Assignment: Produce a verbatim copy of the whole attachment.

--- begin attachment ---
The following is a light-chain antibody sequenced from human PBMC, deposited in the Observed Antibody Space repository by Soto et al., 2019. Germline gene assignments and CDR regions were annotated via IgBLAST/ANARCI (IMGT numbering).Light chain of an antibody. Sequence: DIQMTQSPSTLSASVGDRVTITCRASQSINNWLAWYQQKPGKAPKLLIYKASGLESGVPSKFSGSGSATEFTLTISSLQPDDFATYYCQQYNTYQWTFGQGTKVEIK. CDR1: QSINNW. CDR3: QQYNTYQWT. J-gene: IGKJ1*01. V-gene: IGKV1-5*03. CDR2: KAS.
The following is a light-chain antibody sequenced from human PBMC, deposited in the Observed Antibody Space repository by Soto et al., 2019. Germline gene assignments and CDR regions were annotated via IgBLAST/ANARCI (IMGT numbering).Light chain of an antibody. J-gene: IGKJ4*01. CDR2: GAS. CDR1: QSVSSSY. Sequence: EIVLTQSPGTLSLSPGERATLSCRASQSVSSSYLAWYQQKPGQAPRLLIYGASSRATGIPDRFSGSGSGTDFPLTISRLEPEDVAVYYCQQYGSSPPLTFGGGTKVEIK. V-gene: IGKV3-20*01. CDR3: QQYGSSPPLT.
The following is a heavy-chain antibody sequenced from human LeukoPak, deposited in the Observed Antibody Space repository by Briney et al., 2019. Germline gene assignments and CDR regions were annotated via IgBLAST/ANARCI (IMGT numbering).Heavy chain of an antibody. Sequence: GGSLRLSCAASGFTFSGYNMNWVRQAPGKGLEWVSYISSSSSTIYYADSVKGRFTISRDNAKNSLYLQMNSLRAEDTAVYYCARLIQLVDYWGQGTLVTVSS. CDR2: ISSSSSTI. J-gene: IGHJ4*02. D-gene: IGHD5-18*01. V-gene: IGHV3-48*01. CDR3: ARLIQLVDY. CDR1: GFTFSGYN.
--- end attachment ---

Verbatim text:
The following is a light-chain antibody sequenced from human PBMC, deposited in the Observed Antibody Space repository by Soto et al., 2019. Germline gene assignments and CDR regions were annotated via IgBLAST/ANARCI (IMGT numbering).Light chain of an antibody. Sequence: DIQMTQSPSTLSASVGDRVTITCRASQSINNWLAWYQQKPGKAPKLLIYKASGLESGVPSKFSGSGSATEFTLTISSLQPDDFATYYCQQYNTYQWTFGQGTKVEIK. CDR1: QSINNW. CDR3: QQYNTYQWT. J-gene: IGKJ1*01. V-gene: IGKV1-5*03. CDR2: KAS.
The following is a light-chain antibody sequenced from human PBMC, deposited in the Observed Antibody Space repository by Soto et al., 2019. Germline gene assignments and CDR regions were annotated via IgBLAST/ANARCI (IMGT numbering).Light chain of an antibody. J-gene: IGKJ4*01. CDR2: GAS. CDR1: QSVSSSY. Sequence: EIVLTQSPGTLSLSPGERATLSCRASQSVSSSYLAWYQQKPGQAPRLLIYGASSRATGIPDRFSGSGSGTDFPLTISRLEPEDVAVYYCQQYGSSPPLTFGGGTKVEIK. V-gene: IGKV3-20*01. CDR3: QQYGSSPPLT.
The following is a heavy-chain antibody sequenced from human LeukoPak, deposited in the Observed Antibody Space repository by Briney et al., 2019. Germline gene assignments and CDR regions were annotated via IgBLAST/ANARCI (IMGT numbering).Heavy chain of an antibody. Sequence: GGSLRLSCAASGFTFSGYNMNWVRQAPGKGLEWVSYISSSSSTIYYADSVKGRFTISRDNAKNSLYLQMNSLRAEDTAVYYCARLIQLVDYWGQGTLVTVSS. CDR2: ISSSSSTI. J-gene: IGHJ4*02. D-gene: IGHD5-18*01. V-gene: IGHV3-48*01. CDR3: ARLIQLVDY. CDR1: GFTFSGYN.